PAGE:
What is scholarly communication?
The Association of College and Research Libraries (2003) defines scholarly communication as “…the system through which research and other scholarly writings are created, evaluated for quality, disseminated to the scholarly community, and preserved for future use. The system includes both formal means of communication, such as publication in peer-reviewed journals, and informal channels, such as electronic listservs.”
The University Library supports the scholarly communication activities of researchers, scholars and practitioners throughout the research lifecycle. Learn more about the key aspects of scholarly communication and how the library can support you.
Practicing sustainable scholarship is a way to counter the profit-driven marketplace for scholarly resources and promote a more affordable, transparent and open system of knowledge dissemination. Everyone from authors and researchers to faculty policymakers and instructors have the power to advocate for changes in the scholarly publishing system to make research and publications accessible to the broadest possible audience.
Find out how you can take action on sustainable scholarship.
Open access (OA) literature is digital, online, free of charge, and free of most copyright and licensing restrictions. What makes it possible is the internet and the consent of the copyright holder.
Open access publishing has grown rapidly in recent years and is quickly becoming the default. Making your research openly available can:
- increase your readership and impact (open access works have been shown to be more highly cited)
- help you comply with funder policies (NSERC, SSHRC, and CIHR have an Open Access Policy on Publications)
- support your scholarly community and contribute to global knowledge exchange
Research data management
Research data management (RDM) refers to the storage, access and preservation of data produced during research. RDM practices cover the entire lifecycle of the data, from planning the investigation to conducting it, and from backing up data as it is created and used to the long-term preservation of data deliverables after the research investigation has concluded.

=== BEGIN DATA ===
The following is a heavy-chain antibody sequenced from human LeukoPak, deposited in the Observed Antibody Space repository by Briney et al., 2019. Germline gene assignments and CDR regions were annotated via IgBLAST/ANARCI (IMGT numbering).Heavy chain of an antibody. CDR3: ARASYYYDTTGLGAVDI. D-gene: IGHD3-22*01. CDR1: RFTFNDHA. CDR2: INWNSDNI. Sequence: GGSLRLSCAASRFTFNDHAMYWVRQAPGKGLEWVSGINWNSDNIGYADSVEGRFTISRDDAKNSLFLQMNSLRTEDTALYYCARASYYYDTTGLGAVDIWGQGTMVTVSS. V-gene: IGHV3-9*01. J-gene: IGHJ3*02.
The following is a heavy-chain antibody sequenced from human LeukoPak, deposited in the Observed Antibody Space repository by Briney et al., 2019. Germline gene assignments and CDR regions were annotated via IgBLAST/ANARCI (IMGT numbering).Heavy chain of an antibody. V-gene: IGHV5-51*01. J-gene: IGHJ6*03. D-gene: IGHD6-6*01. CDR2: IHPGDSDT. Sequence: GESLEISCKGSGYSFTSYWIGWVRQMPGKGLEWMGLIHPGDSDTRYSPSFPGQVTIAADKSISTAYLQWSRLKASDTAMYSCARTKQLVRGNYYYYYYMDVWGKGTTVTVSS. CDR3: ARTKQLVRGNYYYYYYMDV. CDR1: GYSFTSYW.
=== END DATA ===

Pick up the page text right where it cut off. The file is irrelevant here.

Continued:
The recently released Tri-Agency Research Data Management Policy requires that research data collected through tri-agency funding be responsibly and securely managed and available for reuse.
There has always been a spectrum of publisher quality, from high quality and/or prestigious to low quality and/or disreputable. Recently, a new kind of publisher has emerged: the predatory publisher. These deceptive entities take advantage of the author-pays business model of Open Access for their own gain. They publish articles with little or no peer review or editing.
Find out more about these scams and how to avoid them in our predatory publishers guide.
How do you know if your research has had an “impact”? Or what journals are the highest ranked in your field?
Research metrics/bibliometrics are attempts at measuring the impact of scholars (h-index), their papers (citations), or the outlets they publish in (journal impact factor). Altmetrics data tracks the attention research receives online.
Find out more about all of these different metrics in our research metrics guide.
A research profile showcases a researcher’s work online. Examples of research profile websites include author identifiers such as ORCID, academic social networks and departmental websites. Maintaining your online profiles can increase the visibility and reach of your research and ensure that you get credit for all your work.
Our guide on research profiles can get you started.